What makes readers interested in fantasy stories? Where does the power of fantasy live?
How can we harness it as writers?
We know what fantasy “is” but not why it has the conventions it does. Today I’m going to look at how you as a writer can get the most out of the genre.
The secret is simple.
A while back, I wrote about how sci-fi needs to focus on certain elements of storytelling. Fantasy authors tend not to have the same problems because of genre distinctions, but the path to writing strong fantasy stories is similar.
1. Focus on Numen
Numen is a fancy term that refers to the influence a thing, place, or idea has on people.
When you’re writing fantasy, you’re specifically looking at that.
You’ll hear people talk about the rules of metaphysics or the deep world-building that form the core of fantasy storytelling. These people aren’t wrong, in the sense that they have identified a part of fantasy.
They just haven’t identified what makes it tick.
What you’re looking for in fantasy is the thing which compels you to think about a different world.
Unlike science-fiction, this has an overtly metaphysical bent to it. You aren’t contemplating what might be in the future. You’re contemplating what might be psychologically interesting.
A world where the gods walk among people has a very different cosmology than ours. How does that change the way people behave?
Think about a question like this, and you set yourself up to write a story that asks meaningful questions.
That’s how you chase the numen.
Unlike science-fiction, the audience for fantasy never really demands plausibility. You’re not saying “What if this happened?” but “How would this world work?”
There’s some overlap there, especially with visionary and “soft” sci-fi that can take the latter approach.
But as a fantasy writer you wield the power of fantasy when you focus on changing the rules of reality to speculate about what happens.
2. Embrace of Mysteries
There is a reason that almost all fantasy stories focus on the past, or at the least carry vestiges of the past into their setting.
This is because of the role fantasy plays in the broader category of speculative fiction.
Mysteries are the things that we contemplate but can never really know for sure. When they stem from nature or metaphysics, they’re unanswerable. Unlike a murder mystery, no killer will ever confess what makes the universe (or even our minds) tick.
In fantasy, you change the rules, and sometimes you manifest the answers to mysteries as characters, places, or events.
This is a central part of the power of fantasy.
Fantasy excels when it engages with how mysterious the cosmos is.
There’s a tie between mysteries and numen, but they’re also a matter of their own.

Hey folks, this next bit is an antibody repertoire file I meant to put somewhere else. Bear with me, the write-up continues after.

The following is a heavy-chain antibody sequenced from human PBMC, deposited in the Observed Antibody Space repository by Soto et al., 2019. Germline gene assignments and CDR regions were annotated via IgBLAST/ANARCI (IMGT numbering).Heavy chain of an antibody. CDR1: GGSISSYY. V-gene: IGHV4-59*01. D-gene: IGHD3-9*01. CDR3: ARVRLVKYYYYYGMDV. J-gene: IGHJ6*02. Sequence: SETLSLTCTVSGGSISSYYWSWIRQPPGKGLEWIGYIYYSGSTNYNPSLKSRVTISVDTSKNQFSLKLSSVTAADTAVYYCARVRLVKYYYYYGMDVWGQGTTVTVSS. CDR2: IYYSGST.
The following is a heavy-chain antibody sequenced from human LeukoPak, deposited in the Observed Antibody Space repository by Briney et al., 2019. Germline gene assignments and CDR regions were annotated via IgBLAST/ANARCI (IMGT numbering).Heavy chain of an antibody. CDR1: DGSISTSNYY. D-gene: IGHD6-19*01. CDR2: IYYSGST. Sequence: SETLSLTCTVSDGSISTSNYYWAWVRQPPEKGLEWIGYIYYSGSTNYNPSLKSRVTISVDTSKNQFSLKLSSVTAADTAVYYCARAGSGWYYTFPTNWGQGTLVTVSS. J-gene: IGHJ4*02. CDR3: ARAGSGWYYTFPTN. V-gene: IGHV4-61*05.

Good fantasy writers use the unknown as a way to explore hypothetical questions.
3. Meaning over Matter
Fantasy as a genre attempts to orient stories toward what is meaningful.
This is, of course, part of every story. But not every story lets you bend the rules of reality.
I think of Lewis and Tolkien as the inventors of modern fantasy, which is unfair to some of the early pioneers in the genre but highlights this element more than others.
Where Romanticism focused on exceptions to rules in its treatment of the supernatural and early fantasy oriented itself toward children, modern fantasy moves beyond established myths to create settings where the meaning of each element is best understood from its role in the compound of its parts.
Tolkien in particular created a massive world that focused intensely on the questions he was interested in. From the love story of Lúthien and Beren to the influences of Sauron and the one ring, his stories were not necessarily allegorical but certainly focused on controlling questions.
One element of the power of fantasy is that writers can craft a world that functions in a way that is not strictly possible. Whereas in a realistic genre, this would demolish the suspension of disbelief, the important point in fantasy is not plausibility but cohesion of meaning.
This meaning needs to be tied into the cohesion of the fictional universe, but it does not need to be plausible outside the framework of the story.
4. Archetypal Alignment
Archetypes are commonly occurring patterns that appear broadly across human experiences. When telling stories, the use of archetypes permits a writer to predict where their story will go and connect to readers’ expectations.
Joseph Campbell is famous for his use of an archetypal approach to storytelling, which he drew from Carl Jung’s theory of psychological archetypes.
While I think there are errors in Campbell’s interpretation, I don’t think this comes from his methods.
When you write, you can think of things in symbolic terms. Archetypes are the layers beneath symbols.
When we refer to someone as a snake, we are using a symbol (snake) to evoke an element of an archetype (dragon) to represent something material (an untrustworthy person).
In this way, fantasy stories are more prone to align themselves to the archetypes that underpin our understandings of the world.
We should consider the origins of this phenomenon with caution, but the effects are simple. We see in fantasy the clearest examples of the archetypal hero, and also the clearest examples of archetypal figures.
If you write fantasy, use this to your advantage. Draw upon primordial figures and use them as representations. People understand these things very well, even if unconsciously, and leveraging universal themes is powerful.